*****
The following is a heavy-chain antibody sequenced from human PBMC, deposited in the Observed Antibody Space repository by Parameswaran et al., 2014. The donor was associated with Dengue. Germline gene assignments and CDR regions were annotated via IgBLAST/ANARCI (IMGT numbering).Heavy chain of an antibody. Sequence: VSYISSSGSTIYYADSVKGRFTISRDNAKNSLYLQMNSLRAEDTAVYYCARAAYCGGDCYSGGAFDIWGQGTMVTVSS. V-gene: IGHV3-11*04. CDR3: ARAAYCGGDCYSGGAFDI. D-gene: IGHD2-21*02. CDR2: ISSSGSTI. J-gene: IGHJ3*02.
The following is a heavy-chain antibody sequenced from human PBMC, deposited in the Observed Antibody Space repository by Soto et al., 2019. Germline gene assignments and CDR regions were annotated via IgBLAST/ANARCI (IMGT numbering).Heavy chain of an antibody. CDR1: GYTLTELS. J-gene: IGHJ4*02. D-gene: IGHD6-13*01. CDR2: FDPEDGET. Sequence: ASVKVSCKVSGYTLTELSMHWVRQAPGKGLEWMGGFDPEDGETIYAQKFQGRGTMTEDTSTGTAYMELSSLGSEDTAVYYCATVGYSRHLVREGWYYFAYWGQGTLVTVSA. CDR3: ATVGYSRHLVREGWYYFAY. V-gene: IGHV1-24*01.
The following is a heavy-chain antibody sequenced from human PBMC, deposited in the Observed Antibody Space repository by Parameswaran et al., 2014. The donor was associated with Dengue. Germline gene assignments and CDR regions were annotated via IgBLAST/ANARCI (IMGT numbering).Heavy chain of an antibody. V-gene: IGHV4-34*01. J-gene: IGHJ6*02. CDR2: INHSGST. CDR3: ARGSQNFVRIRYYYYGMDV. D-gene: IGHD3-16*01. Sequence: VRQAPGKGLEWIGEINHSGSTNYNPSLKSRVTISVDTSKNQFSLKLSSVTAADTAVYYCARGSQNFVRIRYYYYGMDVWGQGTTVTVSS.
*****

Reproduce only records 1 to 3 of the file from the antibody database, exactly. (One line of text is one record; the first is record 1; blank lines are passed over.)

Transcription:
The following is a heavy-chain antibody sequenced from human PBMC, deposited in the Observed Antibody Space repository by Parameswaran et al., 2014. The donor was associated with Dengue. Germline gene assignments and CDR regions were annotated via IgBLAST/ANARCI (IMGT numbering).Heavy chain of an antibody. Sequence: VSYISSSGSTIYYADSVKGRFTISRDNAKNSLYLQMNSLRAEDTAVYYCARAAYCGGDCYSGGAFDIWGQGTMVTVSS. V-gene: IGHV3-11*04. CDR3: ARAAYCGGDCYSGGAFDI. D-gene: IGHD2-21*02. CDR2: ISSSGSTI. J-gene: IGHJ3*02.
The following is a heavy-chain antibody sequenced from human PBMC, deposited in the Observed Antibody Space repository by Soto et al., 2019. Germline gene assignments and CDR regions were annotated via IgBLAST/ANARCI (IMGT numbering).Heavy chain of an antibody. CDR1: GYTLTELS. J-gene: IGHJ4*02. D-gene: IGHD6-13*01. CDR2: FDPEDGET. Sequence: ASVKVSCKVSGYTLTELSMHWVRQAPGKGLEWMGGFDPEDGETIYAQKFQGRGTMTEDTSTGTAYMELSSLGSEDTAVYYCATVGYSRHLVREGWYYFAYWGQGTLVTVSA. CDR3: ATVGYSRHLVREGWYYFAY. V-gene: IGHV1-24*01.
The following is a heavy-chain antibody sequenced from human PBMC, deposited in the Observed Antibody Space repository by Parameswaran et al., 2014. The donor was associated with Dengue. Germline gene assignments and CDR regions were annotated via IgBLAST/ANARCI (IMGT numbering).Heavy chain of an antibody. V-gene: IGHV4-34*01. J-gene: IGHJ6*02. CDR2: INHSGST. CDR3: ARGSQNFVRIRYYYYGMDV. D-gene: IGHD3-16*01. Sequence: VRQAPGKGLEWIGEINHSGSTNYNPSLKSRVTISVDTSKNQFSLKLSSVTAADTAVYYCARGSQNFVRIRYYYYGMDVWGQGTTVTVSS.